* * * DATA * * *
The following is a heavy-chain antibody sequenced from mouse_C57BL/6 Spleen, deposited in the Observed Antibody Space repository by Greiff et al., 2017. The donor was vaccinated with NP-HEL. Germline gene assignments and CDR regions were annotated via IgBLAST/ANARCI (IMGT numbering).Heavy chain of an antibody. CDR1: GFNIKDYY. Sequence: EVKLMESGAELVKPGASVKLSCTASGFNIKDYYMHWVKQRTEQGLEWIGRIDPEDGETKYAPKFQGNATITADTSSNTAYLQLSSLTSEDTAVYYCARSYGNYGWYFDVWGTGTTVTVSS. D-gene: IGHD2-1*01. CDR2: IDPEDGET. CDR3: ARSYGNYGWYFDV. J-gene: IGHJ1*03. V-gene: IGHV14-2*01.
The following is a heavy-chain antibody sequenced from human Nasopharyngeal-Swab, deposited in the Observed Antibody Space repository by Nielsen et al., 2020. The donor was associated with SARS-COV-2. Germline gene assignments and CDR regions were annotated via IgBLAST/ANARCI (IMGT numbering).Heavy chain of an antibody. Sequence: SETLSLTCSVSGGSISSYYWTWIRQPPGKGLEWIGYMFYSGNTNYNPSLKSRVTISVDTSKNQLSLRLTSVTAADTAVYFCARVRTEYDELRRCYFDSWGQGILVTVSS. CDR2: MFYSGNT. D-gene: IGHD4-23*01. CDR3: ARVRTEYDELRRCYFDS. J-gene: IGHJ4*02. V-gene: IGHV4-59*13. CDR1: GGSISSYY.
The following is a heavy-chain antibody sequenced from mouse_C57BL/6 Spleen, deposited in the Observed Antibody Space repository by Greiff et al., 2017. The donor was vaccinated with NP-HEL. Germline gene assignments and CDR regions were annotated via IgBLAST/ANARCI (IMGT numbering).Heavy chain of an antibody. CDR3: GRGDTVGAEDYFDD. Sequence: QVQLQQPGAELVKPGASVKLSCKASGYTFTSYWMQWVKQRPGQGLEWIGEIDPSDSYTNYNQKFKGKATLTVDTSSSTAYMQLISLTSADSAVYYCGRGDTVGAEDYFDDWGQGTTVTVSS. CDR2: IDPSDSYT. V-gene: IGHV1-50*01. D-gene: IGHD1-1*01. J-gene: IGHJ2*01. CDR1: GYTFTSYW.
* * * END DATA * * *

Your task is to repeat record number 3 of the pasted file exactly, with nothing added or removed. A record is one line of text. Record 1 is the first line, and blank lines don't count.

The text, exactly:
The following is a heavy-chain antibody sequenced from mouse_C57BL/6 Spleen, deposited in the Observed Antibody Space repository by Greiff et al., 2017. The donor was vaccinated with NP-HEL. Germline gene assignments and CDR regions were annotated via IgBLAST/ANARCI (IMGT numbering).Heavy chain of an antibody. CDR3: GRGDTVGAEDYFDD. Sequence: QVQLQQPGAELVKPGASVKLSCKASGYTFTSYWMQWVKQRPGQGLEWIGEIDPSDSYTNYNQKFKGKATLTVDTSSSTAYMQLISLTSADSAVYYCGRGDTVGAEDYFDDWGQGTTVTVSS. CDR2: IDPSDSYT. V-gene: IGHV1-50*01. D-gene: IGHD1-1*01. J-gene: IGHJ2*01. CDR1: GYTFTSYW.